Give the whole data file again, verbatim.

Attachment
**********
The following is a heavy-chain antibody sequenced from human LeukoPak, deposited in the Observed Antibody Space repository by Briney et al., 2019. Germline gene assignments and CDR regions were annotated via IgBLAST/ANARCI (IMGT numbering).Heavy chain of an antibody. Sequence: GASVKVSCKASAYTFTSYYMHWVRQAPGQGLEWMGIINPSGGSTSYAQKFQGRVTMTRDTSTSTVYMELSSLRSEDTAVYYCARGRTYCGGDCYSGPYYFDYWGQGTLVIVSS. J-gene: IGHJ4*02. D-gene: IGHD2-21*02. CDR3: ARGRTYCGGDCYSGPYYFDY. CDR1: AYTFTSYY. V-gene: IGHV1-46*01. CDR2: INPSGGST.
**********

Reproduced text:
The following is a heavy-chain antibody sequenced from human LeukoPak, deposited in the Observed Antibody Space repository by Briney et al., 2019. Germline gene assignments and CDR regions were annotated via IgBLAST/ANARCI (IMGT numbering).Heavy chain of an antibody. Sequence: GASVKVSCKASAYTFTSYYMHWVRQAPGQGLEWMGIINPSGGSTSYAQKFQGRVTMTRDTSTSTVYMELSSLRSEDTAVYYCARGRTYCGGDCYSGPYYFDYWGQGTLVIVSS. J-gene: IGHJ4*02. D-gene: IGHD2-21*02. CDR3: ARGRTYCGGDCYSGPYYFDY. CDR1: AYTFTSYY. V-gene: IGHV1-46*01. CDR2: INPSGGST.